Bristol City Council launches phishing attacks against own staff

Colleagues are being targeted by spoof ‘spam’ emails that link to cyber security training

The Bristol City Hall

Staff at Bristol City council have unleashed a wave of spoof phishing attacks on their own colleagues as part of wider efforts to bolster the organisation's cyber resilience.

The council's cyber security risk is considered "higher than should be expected", according to a report recently prepared for the organisation's resources scrutiny committee.

The reasons for this cited include a lack of investment in appropriate technologies, reliance on in-house expertise and self-assessments, alongside a lack of formal approach to risk management, and a historic lack of focus.

As a result, the council has taken the extraordinary step of targeting its own staff through a phishing attack exercise, in which IT staff are sending emails to staff to see how users react to this form of cyber attack.

Anybody who succumbs to one of these council-borne phishing emails will be redirected towards targeted training via a link, the report said. The outcome of this exercise will then inform how the council improves its non-technical controls and training in future.

"Like all organisations, we face increasingly sophisticated and varying threats to our digital systems," a Bristol City Council spokesperson told IT Pro.

"This report provides assurance that of the threats we are aware of, measures are in place to maintain the security of our systems.

"We continue to work closely with a range of organisations to ensure our systems can effectively respond to the risk of cyber- attacks and that all data remains safe and secure."

The resources scrutiny committee oversees Bristol City council's digital transformation programme and IT infrastructure, as well as back-office functions like finance and human resources.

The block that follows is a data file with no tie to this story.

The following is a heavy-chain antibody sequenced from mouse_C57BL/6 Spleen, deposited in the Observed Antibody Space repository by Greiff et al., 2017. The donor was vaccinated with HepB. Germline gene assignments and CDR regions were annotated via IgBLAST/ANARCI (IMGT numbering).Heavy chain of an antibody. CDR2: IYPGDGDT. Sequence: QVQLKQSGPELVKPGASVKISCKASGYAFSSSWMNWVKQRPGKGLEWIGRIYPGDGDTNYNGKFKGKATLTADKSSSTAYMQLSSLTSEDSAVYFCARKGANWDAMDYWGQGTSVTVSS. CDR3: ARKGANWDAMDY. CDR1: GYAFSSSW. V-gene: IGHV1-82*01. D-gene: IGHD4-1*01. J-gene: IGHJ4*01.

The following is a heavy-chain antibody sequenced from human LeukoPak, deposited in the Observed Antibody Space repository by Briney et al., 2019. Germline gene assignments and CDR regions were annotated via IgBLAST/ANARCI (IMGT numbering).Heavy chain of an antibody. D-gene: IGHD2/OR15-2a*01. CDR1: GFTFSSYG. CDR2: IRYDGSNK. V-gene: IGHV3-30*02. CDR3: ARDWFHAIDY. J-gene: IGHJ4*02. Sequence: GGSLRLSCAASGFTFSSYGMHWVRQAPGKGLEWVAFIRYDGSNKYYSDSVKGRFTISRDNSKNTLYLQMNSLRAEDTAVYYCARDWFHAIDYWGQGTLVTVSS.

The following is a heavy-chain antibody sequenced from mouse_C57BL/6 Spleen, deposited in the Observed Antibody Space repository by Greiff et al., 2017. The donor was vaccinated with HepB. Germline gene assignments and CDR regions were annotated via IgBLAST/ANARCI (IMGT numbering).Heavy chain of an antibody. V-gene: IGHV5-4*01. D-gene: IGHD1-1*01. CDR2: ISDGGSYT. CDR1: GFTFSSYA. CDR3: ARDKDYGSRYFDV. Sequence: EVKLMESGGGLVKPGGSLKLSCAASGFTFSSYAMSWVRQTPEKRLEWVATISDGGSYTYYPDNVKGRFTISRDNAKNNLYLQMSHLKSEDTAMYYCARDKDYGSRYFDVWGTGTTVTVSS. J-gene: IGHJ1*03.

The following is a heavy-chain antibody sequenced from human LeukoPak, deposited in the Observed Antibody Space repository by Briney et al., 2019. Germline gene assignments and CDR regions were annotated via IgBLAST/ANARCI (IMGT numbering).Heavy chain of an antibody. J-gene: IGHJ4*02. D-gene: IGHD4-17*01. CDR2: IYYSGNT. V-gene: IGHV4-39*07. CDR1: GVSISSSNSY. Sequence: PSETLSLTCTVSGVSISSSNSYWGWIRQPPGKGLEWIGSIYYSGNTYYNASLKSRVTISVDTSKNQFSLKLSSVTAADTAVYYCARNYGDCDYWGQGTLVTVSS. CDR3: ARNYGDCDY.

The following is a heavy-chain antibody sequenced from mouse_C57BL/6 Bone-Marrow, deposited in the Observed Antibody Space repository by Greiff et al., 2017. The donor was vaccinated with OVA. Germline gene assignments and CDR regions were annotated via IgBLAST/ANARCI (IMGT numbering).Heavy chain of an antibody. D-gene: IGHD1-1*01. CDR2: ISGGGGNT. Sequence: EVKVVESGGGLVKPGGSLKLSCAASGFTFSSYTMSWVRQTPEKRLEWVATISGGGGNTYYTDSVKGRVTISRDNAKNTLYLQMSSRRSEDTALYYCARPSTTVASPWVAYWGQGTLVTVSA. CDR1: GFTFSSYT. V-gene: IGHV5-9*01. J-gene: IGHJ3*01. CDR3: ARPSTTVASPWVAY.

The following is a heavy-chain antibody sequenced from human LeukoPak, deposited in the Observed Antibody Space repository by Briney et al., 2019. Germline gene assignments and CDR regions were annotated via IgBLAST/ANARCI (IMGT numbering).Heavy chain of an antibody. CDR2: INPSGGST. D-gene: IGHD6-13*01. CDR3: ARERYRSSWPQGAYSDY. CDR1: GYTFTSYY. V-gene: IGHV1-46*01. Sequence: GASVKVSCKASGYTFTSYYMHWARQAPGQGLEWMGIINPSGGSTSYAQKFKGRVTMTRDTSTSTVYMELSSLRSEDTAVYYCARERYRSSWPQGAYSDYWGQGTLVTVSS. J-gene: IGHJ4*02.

Its members were updated on the council's increased cyber security threat, among other risks being monitored, for the third quarter of 2018/19 at a meeting in late February.

The council's novel strategy to combat cyber threats makes sense in the context that employees themselves are often considered a threat to any organisation's cyber resilience. Analysis by Coalfire, for instance, demonstrated that human error was the weakest security link in an organisation given the prevalence of phishing attacks.

Although Bristol City Council's cyber security risk had been deemed 'red' for the last four quarters, this consistently scored "3x5=15" using the council's own metric - where '3' on a scale of one to four is likelihood and '5' on a scale of one to seven is the impact.

But the risk increased to '3x7=21' for the last three months of 2019. This means while the likelihood of the council suffering an attack has remained the same, the potential fallout of any cyber threat is now considered much greater.

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